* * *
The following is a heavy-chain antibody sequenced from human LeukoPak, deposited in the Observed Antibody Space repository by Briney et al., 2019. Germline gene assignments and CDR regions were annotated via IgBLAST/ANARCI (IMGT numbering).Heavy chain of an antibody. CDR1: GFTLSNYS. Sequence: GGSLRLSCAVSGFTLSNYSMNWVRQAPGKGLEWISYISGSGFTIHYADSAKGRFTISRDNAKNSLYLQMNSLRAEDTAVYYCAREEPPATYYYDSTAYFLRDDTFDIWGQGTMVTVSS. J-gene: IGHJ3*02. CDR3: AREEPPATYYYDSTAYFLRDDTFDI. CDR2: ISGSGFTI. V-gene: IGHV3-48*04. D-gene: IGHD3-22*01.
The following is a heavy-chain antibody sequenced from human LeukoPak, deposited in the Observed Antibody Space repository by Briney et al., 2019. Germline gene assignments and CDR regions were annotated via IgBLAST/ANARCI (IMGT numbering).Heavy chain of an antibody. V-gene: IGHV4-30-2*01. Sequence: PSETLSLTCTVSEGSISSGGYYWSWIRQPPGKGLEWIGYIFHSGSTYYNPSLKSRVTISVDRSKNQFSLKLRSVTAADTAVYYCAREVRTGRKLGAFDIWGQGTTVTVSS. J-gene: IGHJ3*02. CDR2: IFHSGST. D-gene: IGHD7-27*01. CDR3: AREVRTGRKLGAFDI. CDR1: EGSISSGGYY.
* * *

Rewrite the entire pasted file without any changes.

The following is a heavy-chain antibody sequenced from human LeukoPak, deposited in the Observed Antibody Space repository by Briney et al., 2019. Germline gene assignments and CDR regions were annotated via IgBLAST/ANARCI (IMGT numbering).Heavy chain of an antibody. CDR1: GFTLSNYS. Sequence: GGSLRLSCAVSGFTLSNYSMNWVRQAPGKGLEWISYISGSGFTIHYADSAKGRFTISRDNAKNSLYLQMNSLRAEDTAVYYCAREEPPATYYYDSTAYFLRDDTFDIWGQGTMVTVSS. J-gene: IGHJ3*02. CDR3: AREEPPATYYYDSTAYFLRDDTFDI. CDR2: ISGSGFTI. V-gene: IGHV3-48*04. D-gene: IGHD3-22*01.
The following is a heavy-chain antibody sequenced from human LeukoPak, deposited in the Observed Antibody Space repository by Briney et al., 2019. Germline gene assignments and CDR regions were annotated via IgBLAST/ANARCI (IMGT numbering).Heavy chain of an antibody. V-gene: IGHV4-30-2*01. Sequence: PSETLSLTCTVSEGSISSGGYYWSWIRQPPGKGLEWIGYIFHSGSTYYNPSLKSRVTISVDRSKNQFSLKLRSVTAADTAVYYCAREVRTGRKLGAFDIWGQGTTVTVSS. J-gene: IGHJ3*02. CDR2: IFHSGST. D-gene: IGHD7-27*01. CDR3: AREVRTGRKLGAFDI. CDR1: EGSISSGGYY.